'Worst Cooks in America': Robert Irvine's antacid strategy
It takes strong leadership to mentor the "Worst Cooks in America," but Chef Robert Irvine finds it also takes a strong stomach.
"I used three tubs of Tums, Halls cough drops and a lot of water," Irvine tells Zap2it about his strategy for eating the food on "Worst Cooks," which kicks off its second season on Sunday, Jan. 2 at 9 p.m. ET on Food Network.
This time around, Irvine and Chef Anne Burrell take part in the casting process, which involves tasting -- but not always stomaching -- the concoctions brought in by the hopeful but often hopeless home cooks.
"One of these people who made the show, [Joshie Berger] made the most horrendous dish," says Irvine, known for starring in the network's "Dinner: Impossible." "I was so amazed that this person and his girlfriend ate this every day, and he thought it was so good. Oh my word, it was awful."
Besides Berger, we meet a lady who's given her husband food poisoning a few times (they're still married), a guy who uses his hands instead of a knife on meat and a lady who brings in a shepherd's pie so unpalatable, Irvine declares that she's "desecrated the national dish of England."
Once the contestants' culinary incompetence qualifies them for the show, they're split into two teams of eight to learn how to cook restaurant-quality food from Burrell and Irvine. For their first challenge, they must butcher a whole chicken, and the entertainment lies in watching them hack away at the bird, sometimes upside down. It's the most basic skills, however, that give the amateur cooks the most trouble.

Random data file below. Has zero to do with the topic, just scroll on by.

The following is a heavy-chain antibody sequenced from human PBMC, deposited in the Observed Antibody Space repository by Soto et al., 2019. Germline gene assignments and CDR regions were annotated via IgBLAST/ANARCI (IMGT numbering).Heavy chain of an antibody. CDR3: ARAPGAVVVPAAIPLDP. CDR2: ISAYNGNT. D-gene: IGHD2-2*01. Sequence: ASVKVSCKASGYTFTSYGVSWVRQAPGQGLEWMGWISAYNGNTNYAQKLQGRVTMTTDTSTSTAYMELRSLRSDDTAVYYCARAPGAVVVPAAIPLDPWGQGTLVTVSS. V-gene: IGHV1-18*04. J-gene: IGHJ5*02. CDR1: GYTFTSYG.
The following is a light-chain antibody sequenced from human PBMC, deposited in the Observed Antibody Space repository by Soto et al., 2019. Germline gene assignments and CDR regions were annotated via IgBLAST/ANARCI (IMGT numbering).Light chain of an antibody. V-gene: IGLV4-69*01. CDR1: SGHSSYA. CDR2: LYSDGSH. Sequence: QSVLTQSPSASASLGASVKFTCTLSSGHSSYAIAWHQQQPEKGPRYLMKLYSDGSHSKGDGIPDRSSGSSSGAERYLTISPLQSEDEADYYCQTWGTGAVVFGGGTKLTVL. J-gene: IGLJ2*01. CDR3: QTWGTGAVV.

"The first one is learning to control heat," Irvine reveals. "I think what amateur cooks tend to do is think they can cook things as fast as possible and they're going to be great. The reality is, yeah you can sear something at a high temperature, but then you have to reduce the heat. There are knobs on the front of your oven that are put there for a reason.
"The next thing is knife skills. It's really repetition," he adds. "I could show you, but unless you practice, it doesn't matter. If you don't know how to handle a knife, you'll take your fingers off. A lot of people were fearful. There were a few snips."
Each week brings a different elimination task, and once it comes down to the two finalists, they'll have only three hours to cook a meal for New York City restaurant critics who think they're eating food made by the mentor chefs. Irvine admits it was tough having enough faith in someone to represent him.
"I gotta be honest with you, four weeks prior to [the finale], I did not have the confidence in that person," he says. "One week they'd be great, the next they'd be not so good. This person broke down in tears when we were in the middle of a practice. That scared me to death. But the crying, it was more frustration from this person's perspective."
In the end, Irvine claims he'd hire his team's finalist in a heartbeat if he/she wanted to become a cook. It was this person's determination to make the food and plate it correctly, even dumping sub-par food despite a limited amount of time, that impressed him the most.
"Even today I talk to that person. I was so proud. It was like having a child. It really was," says Irvine, acknowledging that he became close to his team emotionally, although he did not cry like his opponent Burrell did in Season 1.
"You will not see tears on my part, no," he says with a laugh. "That's be good for television. I'm not saying I'm above crying though because I do, but not here."
Irvine will also star in "Restaurant: Impossible," which premieres on the Food Network on Jan. 19.